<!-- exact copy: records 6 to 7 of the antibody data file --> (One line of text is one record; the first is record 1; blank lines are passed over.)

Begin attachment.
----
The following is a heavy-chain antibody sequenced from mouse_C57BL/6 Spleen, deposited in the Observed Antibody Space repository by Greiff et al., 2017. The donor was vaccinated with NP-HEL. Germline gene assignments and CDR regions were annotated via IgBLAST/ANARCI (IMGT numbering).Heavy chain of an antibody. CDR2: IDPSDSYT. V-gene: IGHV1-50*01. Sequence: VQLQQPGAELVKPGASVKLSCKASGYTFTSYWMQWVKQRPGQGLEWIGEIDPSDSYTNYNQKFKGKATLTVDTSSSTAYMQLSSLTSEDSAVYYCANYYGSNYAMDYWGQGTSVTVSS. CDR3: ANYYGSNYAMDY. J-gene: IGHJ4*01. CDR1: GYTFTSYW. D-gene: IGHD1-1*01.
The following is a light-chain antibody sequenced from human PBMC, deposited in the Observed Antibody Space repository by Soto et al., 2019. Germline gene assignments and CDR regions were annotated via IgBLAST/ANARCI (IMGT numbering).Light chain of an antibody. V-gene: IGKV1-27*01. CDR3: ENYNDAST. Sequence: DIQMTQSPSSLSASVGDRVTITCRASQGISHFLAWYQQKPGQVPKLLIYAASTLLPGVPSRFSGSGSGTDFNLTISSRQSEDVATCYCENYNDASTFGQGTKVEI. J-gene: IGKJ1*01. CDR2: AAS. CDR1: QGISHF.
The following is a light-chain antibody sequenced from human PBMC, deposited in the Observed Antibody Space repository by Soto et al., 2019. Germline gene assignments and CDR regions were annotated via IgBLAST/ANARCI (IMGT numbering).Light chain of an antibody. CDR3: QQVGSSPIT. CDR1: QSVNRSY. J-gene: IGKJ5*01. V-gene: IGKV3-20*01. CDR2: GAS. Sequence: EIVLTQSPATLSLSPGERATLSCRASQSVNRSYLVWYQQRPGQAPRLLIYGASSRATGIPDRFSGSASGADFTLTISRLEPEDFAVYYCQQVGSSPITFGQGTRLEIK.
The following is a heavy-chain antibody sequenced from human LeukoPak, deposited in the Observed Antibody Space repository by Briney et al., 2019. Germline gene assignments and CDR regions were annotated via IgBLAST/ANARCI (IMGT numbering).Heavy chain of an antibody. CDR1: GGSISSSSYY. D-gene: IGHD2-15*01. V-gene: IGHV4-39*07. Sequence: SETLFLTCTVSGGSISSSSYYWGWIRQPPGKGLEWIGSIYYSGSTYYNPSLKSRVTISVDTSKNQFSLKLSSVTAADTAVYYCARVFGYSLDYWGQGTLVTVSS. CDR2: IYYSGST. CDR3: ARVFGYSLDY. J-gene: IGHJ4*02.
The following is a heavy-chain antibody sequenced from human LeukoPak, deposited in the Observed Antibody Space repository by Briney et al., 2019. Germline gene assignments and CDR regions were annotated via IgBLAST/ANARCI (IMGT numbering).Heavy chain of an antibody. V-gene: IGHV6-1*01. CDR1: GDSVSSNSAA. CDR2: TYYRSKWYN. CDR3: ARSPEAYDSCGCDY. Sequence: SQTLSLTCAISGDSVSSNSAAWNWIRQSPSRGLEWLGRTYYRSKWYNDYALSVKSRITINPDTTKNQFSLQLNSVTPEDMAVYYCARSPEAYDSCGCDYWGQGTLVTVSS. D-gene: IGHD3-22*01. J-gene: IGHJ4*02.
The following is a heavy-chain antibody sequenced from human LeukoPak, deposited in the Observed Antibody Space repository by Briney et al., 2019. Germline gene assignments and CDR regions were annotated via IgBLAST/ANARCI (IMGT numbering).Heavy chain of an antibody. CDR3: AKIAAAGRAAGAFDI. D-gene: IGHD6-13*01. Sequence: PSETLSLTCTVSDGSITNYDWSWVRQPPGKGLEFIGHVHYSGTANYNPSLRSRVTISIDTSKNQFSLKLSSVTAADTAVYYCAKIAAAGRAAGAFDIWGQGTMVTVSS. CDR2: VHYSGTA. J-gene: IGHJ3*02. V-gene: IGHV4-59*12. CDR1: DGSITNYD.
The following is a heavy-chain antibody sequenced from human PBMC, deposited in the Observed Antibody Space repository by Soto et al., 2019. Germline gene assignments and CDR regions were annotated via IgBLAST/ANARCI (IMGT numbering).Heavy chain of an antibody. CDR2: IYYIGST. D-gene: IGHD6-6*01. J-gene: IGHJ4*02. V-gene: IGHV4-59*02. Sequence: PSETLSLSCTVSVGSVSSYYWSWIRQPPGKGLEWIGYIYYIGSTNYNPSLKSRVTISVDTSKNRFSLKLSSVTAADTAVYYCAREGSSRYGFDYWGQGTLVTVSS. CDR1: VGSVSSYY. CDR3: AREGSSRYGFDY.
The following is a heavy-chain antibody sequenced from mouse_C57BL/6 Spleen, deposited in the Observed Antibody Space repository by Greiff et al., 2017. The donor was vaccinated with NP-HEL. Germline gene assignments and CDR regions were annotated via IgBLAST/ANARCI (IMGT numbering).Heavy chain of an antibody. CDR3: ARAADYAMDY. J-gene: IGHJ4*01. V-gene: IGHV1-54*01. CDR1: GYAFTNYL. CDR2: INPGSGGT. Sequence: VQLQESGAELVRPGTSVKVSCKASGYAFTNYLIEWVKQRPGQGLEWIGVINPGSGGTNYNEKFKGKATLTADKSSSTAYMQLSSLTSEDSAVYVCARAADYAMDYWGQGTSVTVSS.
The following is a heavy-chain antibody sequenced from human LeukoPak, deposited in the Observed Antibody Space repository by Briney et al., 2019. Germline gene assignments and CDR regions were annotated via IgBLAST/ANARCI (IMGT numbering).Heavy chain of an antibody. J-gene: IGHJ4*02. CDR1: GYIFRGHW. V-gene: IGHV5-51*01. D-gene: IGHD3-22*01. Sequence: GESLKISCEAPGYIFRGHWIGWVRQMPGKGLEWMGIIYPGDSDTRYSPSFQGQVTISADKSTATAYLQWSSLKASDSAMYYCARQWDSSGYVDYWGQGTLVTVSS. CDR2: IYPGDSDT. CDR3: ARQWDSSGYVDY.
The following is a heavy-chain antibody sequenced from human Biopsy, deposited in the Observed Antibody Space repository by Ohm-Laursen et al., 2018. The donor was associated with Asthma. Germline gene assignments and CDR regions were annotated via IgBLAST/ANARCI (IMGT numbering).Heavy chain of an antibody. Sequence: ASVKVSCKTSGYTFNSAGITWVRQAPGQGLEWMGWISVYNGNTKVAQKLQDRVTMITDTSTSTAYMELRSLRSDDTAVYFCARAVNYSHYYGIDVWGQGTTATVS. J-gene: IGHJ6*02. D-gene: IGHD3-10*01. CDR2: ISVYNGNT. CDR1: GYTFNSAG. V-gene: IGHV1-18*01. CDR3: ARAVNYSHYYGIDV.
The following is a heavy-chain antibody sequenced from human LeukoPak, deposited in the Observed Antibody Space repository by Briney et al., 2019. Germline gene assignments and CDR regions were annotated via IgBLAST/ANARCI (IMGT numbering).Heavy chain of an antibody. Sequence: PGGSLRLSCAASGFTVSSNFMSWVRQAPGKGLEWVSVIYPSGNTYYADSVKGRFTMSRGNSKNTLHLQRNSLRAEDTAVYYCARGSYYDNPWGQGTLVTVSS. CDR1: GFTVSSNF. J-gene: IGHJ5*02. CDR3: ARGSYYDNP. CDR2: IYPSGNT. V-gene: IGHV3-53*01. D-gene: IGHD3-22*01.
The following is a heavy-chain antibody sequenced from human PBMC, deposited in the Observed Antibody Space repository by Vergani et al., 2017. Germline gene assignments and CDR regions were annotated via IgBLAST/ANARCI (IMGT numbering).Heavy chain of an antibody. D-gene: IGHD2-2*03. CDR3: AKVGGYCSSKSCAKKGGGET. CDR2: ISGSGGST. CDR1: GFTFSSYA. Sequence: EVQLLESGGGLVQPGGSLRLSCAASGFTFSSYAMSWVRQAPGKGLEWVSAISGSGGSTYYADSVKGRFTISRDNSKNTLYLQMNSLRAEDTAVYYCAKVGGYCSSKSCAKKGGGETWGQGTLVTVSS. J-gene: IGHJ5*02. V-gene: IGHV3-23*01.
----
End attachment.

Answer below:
The following is a heavy-chain antibody sequenced from human LeukoPak, deposited in the Observed Antibody Space repository by Briney et al., 2019. Germline gene assignments and CDR regions were annotated via IgBLAST/ANARCI (IMGT numbering).Heavy chain of an antibody. CDR3: AKIAAAGRAAGAFDI. D-gene: IGHD6-13*01. Sequence: PSETLSLTCTVSDGSITNYDWSWVRQPPGKGLEFIGHVHYSGTANYNPSLRSRVTISIDTSKNQFSLKLSSVTAADTAVYYCAKIAAAGRAAGAFDIWGQGTMVTVSS. CDR2: VHYSGTA. J-gene: IGHJ3*02. V-gene: IGHV4-59*12. CDR1: DGSITNYD.
The following is a heavy-chain antibody sequenced from human PBMC, deposited in the Observed Antibody Space repository by Soto et al., 2019. Germline gene assignments and CDR regions were annotated via IgBLAST/ANARCI (IMGT numbering).Heavy chain of an antibody. CDR2: IYYIGST. D-gene: IGHD6-6*01. J-gene: IGHJ4*02. V-gene: IGHV4-59*02. Sequence: PSETLSLSCTVSVGSVSSYYWSWIRQPPGKGLEWIGYIYYIGSTNYNPSLKSRVTISVDTSKNRFSLKLSSVTAADTAVYYCAREGSSRYGFDYWGQGTLVTVSS. CDR1: VGSVSSYY. CDR3: AREGSSRYGFDY.